Lady Blackthorne was beginning to look a little spherical. But it took a vet visit for Vryce Hough to take matters into her own hands and help the feline conquer her battle of the bulge.

 

“I didn’t really think about it as a problem, but when the vet started talking about the risk of diabetes, I realized we had to do something,” Hough says. “Those are really scary words.”

 

Changing a cat’s diet can be risky, so Hough worked with her vet to gradually reduce Lady Blackthorne’s daily kibble intake. Unfortunately, there was another challenge to overcome. In a household with three cats, she wanted a way to feed each without setting up separate feeding areas.

 

Hough did a little online research and settled on a high-tech cat door called SureFlap. Like a virtual bouncer, the battery-operated door can be programmed to read your pet’s microchip, denying access to unapproved guests. Physicist Nick Hill created the device so that his cat, Flipper, could enjoy the great outdoors, then return home without a gaggle of freeloading feline friends in tow.

 

“The European market has a strong custom of letting cats come and go freely from the house,” says Judith Bank, marketing manager for SureFlap. “The U.S. market has been a very interesting market for us because it’s been used in a different way.”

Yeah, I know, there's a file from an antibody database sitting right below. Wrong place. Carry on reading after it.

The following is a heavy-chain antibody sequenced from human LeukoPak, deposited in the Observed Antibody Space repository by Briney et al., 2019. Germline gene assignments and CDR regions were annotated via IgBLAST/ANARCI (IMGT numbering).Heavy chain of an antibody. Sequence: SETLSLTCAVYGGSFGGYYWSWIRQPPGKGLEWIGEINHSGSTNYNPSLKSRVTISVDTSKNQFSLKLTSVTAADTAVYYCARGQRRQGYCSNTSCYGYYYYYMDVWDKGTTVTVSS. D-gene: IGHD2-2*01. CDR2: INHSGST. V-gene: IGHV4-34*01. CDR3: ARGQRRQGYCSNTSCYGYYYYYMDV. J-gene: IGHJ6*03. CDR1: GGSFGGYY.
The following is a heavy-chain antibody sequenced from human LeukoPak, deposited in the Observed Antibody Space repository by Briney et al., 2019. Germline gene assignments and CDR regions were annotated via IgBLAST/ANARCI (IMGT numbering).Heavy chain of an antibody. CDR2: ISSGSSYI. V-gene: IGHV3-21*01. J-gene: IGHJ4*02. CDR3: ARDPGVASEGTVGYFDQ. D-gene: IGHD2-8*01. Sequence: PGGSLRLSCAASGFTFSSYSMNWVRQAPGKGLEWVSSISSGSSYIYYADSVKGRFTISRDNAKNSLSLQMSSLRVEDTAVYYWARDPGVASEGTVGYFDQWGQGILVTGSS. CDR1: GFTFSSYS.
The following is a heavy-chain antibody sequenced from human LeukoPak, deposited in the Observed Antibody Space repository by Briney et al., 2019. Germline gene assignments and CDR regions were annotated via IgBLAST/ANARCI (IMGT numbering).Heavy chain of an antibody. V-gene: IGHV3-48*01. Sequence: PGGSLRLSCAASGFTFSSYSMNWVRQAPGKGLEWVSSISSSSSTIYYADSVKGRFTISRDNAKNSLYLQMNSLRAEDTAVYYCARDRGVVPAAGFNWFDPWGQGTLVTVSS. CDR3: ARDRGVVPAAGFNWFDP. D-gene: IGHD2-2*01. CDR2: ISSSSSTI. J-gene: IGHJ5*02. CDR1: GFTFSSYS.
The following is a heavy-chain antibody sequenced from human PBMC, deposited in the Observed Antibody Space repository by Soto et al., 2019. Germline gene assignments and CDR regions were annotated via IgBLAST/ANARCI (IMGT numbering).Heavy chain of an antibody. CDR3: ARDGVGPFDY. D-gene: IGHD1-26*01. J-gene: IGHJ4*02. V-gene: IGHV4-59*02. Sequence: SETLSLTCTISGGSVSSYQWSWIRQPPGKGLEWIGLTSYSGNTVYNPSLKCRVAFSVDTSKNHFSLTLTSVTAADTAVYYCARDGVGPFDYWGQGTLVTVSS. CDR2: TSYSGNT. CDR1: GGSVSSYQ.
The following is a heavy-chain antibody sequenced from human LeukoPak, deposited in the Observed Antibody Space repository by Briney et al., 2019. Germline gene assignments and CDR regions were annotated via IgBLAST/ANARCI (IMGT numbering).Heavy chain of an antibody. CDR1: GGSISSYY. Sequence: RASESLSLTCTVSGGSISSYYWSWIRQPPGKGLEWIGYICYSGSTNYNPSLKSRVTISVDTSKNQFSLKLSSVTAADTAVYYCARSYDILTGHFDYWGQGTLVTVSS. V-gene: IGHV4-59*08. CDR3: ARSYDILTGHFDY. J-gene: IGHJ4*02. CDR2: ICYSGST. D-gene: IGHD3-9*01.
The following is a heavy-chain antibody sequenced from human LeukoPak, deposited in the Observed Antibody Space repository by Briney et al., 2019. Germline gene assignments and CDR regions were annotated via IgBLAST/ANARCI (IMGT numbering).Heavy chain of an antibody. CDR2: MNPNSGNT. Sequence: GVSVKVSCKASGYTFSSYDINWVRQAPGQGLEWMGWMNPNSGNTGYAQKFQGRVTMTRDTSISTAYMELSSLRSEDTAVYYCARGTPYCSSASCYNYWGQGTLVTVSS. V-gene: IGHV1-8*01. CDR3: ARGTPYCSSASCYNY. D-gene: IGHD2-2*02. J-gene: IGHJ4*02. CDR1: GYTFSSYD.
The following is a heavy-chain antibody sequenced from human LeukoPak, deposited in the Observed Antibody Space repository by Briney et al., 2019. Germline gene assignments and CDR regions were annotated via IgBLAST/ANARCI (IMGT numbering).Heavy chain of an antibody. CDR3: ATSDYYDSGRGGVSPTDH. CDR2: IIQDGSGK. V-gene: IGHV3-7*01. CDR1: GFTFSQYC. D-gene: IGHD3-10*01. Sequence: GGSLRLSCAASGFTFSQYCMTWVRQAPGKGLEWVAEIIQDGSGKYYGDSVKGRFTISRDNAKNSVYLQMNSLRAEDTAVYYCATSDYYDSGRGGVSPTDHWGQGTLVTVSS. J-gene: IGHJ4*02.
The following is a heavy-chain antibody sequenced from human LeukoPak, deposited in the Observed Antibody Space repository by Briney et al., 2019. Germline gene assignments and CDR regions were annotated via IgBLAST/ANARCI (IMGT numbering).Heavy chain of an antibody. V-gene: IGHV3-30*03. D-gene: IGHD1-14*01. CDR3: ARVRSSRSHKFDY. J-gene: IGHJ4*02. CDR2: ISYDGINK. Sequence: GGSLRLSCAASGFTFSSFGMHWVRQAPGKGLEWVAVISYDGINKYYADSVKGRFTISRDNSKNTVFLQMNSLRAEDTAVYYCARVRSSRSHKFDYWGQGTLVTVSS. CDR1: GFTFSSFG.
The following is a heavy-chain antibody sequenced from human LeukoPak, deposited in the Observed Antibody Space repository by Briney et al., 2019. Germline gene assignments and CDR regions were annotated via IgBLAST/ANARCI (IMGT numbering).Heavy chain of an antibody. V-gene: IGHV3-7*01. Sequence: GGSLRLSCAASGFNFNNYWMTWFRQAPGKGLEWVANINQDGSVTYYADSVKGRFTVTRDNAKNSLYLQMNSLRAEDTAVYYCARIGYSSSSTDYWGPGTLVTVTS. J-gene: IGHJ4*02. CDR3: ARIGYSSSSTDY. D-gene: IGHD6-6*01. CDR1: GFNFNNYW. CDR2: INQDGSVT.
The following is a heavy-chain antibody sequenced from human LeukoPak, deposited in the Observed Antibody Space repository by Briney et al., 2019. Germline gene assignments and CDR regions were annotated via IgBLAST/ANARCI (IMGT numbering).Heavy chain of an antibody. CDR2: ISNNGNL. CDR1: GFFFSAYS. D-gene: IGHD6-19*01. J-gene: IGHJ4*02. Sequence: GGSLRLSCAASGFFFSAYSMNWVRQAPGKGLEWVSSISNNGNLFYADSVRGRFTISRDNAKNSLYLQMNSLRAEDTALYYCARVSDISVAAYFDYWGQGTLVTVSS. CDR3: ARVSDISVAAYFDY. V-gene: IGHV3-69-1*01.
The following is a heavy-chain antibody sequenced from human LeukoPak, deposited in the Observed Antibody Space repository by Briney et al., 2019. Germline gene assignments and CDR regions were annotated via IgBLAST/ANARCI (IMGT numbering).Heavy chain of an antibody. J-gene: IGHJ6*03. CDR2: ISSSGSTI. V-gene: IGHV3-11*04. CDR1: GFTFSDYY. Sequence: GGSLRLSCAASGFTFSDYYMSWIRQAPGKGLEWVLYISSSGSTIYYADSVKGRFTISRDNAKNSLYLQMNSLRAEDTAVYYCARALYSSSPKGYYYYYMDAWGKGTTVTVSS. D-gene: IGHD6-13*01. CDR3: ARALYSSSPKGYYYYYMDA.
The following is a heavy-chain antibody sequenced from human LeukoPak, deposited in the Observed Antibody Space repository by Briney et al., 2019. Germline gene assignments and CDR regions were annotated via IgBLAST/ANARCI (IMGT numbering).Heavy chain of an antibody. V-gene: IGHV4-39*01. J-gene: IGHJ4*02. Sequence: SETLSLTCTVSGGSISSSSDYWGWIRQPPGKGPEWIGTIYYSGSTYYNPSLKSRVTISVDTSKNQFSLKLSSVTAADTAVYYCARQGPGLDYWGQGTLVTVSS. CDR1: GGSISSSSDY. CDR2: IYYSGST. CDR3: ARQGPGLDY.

U.S. customers like Hough typically use the device on internal doors, opting to separate cats or limit food access. At $139.99, the SureFlap isn’t cheap but Hough was willing to give it a try, and contacted the company with her idea. Then, she got handy, purchasing large plastic storage containers and borrowing a spiral saw to cut holes for three new SureFlaps.

 

In about two weeks, her crew adjusted to the new setup, which included a separate container large enough for each cat. Also, the doors currently come in only one size, so Lady Blackthorne had a bit of an issue squeezing through the tight space.

 

“She had to put her head and front legs through the door, then grab onto something with her claws and literally pull herself through; but she’s better now” Hough says, noting that Lady Blackthorne has dropped the excess baggage. “We don’t have to worry about that anymore.”

 

As this story proves, sometimes necessity truly is the mother of invention. To elaborate on that concept, here's a collection of pet gadgets and gear that make life easier — or at least a little more fun — for pets and their people.

 

 

Got a pet question? Send it to pets@mnn.com or submit other questions to Mother Nature and one of our many experts will track down the answer. Plus: Visit our advice archives to see if your question has already been tackled.

 

Photos (from top): Sureflap, Vryce Hough